Innovators

This Founder Finally Made it to the NBA -- With an Analytics Tool

This Founder Finally Made it to the NBA -- With an Analytics Tool

Vasu Kulkarni, photographed in New York City.

Image credit: Pieter Henket
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This story appears in the September 2016 issue of Entrepreneur. Subscribe »

In June, Vasu Kulkarni was standing in the Cleveland Cavaliers’ locker room, his hands sticky with champagne spray, his ears ringing with screams. The team had just won the NBA championship game, and Kulkarni, CEO of Krossover, was invited in for the trophy presentation. It wasn’t his footwork or his coaching skills that landed him the enviable invite: The Cavs use Krossover’s data analytics tools to study their games to improve performance. “As a kid, I would dream of just being in an NBA locker room,” he says. “But to actually get to touch the championship trophy? It was surreal.” 

Growing up, Kulkarni thought he’d be in the locker room thanks to his prowess on the court. “I don’t think a day’s gone by since I was 5 years old that I haven’t played basketball,” he says. As a child in Bangalore, he spent almost every afternoon on the outdoor dirt courts and filled evenings with old videotapes of American basketball heroes. But when he started college at the University of Pennsylvania, he was in for a rude awakening: “I was a star in India, but suddenly at college everybody’s a foot and a half taller than me,” he says. 

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The next four years weren’t filled with much court time, but warming the bench gave him a front-row perspective on how coaches slogged through game-day prep. “In India, there were no videos and no stats -- you just played and kept score,” he says. “But in college, my coaches would sit for four or five hours at a time, breaking down film, taking notes, making giant charts in Excel.”

He graduated with a computer science major and then blasted his résumé to every sports tech company he could think of. But he couldn’t shake the feeling that his coaches’ pain might harbor his biggest chance to stay close to the game. So when his first round of job hunting turned up nada, Kulkarni developed Krossover. Anyone can upload game footage, and the service makes it searchable by player and play -- so that, say, a coach could find every drive by his point guard, or every turnover. The software also analyzes the footage and spits out stats. “I didn’t have a dollar in my pocket when I left Penn, but for two years I passed the hat to anyone who would listen and maybe write me a check,” he says. He drummed up $300,000 in investments from a couple of Wall Street sports fanatics and crisscrossed the country to pitch the product at coaching clinics and sports conventions. The beta launched with 50 customers, mostly high school basketball coaches.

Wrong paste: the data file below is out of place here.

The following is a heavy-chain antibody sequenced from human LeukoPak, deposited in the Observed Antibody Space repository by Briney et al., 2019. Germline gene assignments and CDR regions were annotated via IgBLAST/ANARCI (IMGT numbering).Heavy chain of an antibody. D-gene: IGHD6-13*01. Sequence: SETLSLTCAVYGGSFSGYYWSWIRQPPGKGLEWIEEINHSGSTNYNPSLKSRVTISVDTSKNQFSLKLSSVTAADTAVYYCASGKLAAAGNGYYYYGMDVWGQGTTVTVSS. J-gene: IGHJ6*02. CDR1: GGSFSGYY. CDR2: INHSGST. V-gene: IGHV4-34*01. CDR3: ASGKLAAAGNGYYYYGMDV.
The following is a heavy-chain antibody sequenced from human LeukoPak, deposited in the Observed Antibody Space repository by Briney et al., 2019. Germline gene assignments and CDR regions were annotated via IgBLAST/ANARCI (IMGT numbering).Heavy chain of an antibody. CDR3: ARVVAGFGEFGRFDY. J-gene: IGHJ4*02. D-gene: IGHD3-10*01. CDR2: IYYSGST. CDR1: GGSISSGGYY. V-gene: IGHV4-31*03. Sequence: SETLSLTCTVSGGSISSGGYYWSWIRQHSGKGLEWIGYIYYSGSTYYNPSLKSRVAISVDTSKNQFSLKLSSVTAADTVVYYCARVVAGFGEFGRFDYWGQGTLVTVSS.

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Today Krossover has 10,000 customers around the world, and is set to surpass $10 million in revenue in 2016. It has expanded to lacrosse, volleyball and football, and will add soccer later this year. “We think of basketball as our flagship product, but honestly, soccer could eclipse it,” says Kulkarni. “Until you do soccer, everything else is an afterthought in every other country but the U.S.”

High school and college teams are Krossover’s bread and butter, though the sports analytics company has pushed into the NBA and NCAA as well as amateur rec leagues. Kulkarni doesn’t think his target audience is limited to coaches and recruiters, either. Earlier this year, Krossover began selling directly to athletes: With a few clicks on the web platform, players can generate a personalized highlight reel from their last game, month or season in less than two minutes. “The analytics tool looks for your plays within context -- it knows dunks are a good play, but it also knows that if the score is close in the final minutes and you hit a shot, it’s probably a good play,” he says. “We’re not perfect, because it’s being done by a computer, but it’s better than a high school parent spending $500 to have someone come and videotape their kid.” 

Though he initially expected the highlight reel to be popular with hopeful athletes sending tapes to far-flung recruiters, social media has been fueling the product’s popularity. “People have always loved sharing their greatest sports moments once they’re off the court,” he says. “But now they post a video and let that do the bragging for them, instead of trying to describe how mind-blowing some shot was.”

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Kulkarni has also done a little bragging on social media. When his parents -- who had always chided their son to get off the court and focus on school -- saw an Instagram photo of him in the Cavs locker room, they wrote him an email. “They congratulated me for being a part of the sport despite not having the genetic makeup to be on the court. Then they asked me when I was going to settle down and get married,” he says, laughing.

Edition: December 2016

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